I have been working on the communications infrastructure for my own project, and it has some similarities with this schema you've described -- I am using UDP only, however. Since I consider myself more of a hardcore Windows programmer, I decided to capitalize on my strengths. I use BindIoCompletionPort, QueueUserWorkItem and CreateTimerQueueTimer's for the network subsystem.

For authentication, I opted not to have a resync. I figure, if the client got hosed up enough to lose its encryption key and require a resync, then the client should really just shutdown and restart from scratch.

My authentication sequence went something like this:
- Client sends gateway a request for the gateway's public key
- Gateway returns client a public key
- Client generates a public/private keypair, and using the gateway's public key, encrypts its own public key and the login credentials, and sends them to the gateway.
- Gateway decrypts the credentials and validates them. If valid, the gateway generates a symmetric key, encrypts it using the client's supplied public key, and sends it back to the client.
- Client now uses the symmetric key for all subsequent communications with the gateway.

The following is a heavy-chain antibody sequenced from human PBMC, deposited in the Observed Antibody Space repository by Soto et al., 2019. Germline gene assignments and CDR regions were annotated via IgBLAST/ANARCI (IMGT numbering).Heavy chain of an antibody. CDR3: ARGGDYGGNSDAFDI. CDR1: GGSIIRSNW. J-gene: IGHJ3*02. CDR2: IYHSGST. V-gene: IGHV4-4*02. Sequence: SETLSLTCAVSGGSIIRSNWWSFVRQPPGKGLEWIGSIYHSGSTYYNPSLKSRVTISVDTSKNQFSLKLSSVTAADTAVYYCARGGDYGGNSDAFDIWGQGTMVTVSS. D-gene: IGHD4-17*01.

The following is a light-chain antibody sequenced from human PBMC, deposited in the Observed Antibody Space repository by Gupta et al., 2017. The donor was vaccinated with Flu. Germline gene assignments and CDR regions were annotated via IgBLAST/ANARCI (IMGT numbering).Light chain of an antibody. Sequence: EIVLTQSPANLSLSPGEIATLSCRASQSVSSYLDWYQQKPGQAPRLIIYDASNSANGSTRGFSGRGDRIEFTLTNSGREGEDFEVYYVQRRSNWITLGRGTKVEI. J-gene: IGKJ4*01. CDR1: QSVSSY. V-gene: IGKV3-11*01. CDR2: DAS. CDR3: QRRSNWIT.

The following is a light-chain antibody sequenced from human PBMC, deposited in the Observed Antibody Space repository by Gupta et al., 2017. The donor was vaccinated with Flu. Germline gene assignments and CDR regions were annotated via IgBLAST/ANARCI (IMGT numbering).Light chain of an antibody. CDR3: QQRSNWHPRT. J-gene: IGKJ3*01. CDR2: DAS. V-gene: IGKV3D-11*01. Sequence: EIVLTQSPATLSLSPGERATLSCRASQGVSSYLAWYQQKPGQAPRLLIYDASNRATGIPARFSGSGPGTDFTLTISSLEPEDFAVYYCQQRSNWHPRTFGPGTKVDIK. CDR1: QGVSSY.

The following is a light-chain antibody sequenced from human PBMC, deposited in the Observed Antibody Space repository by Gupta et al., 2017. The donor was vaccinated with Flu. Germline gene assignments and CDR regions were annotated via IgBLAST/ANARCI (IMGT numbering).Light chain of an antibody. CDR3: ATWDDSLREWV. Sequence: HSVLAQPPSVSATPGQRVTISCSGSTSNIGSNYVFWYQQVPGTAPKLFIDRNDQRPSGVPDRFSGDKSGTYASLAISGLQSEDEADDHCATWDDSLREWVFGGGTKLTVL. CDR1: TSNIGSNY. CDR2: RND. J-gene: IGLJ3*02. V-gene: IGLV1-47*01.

The only unencrypted packets I allow are the initial request for a gateway's public key -- and the only packets that are partially encrypted are the client's credentials packet and the symmetric key response packet -- those two have unencrypted headers, but encrypted bodies.

After that, all comms between client and gateway are encrypted, including the header. Each gateway will have its own public/private keypair and each gateway cycles its keypair at random time intervals (never more than an hour, never less than a few minutes). Finally, all packet ID's are stored in a database and the header file for the packet ID's is generated during the build process -- so I can very easily rehash the entire packet ID subsystem with a single SQL query. I keep all the language-specific texts in the database too, and all the resource files are generated from there as well during a build.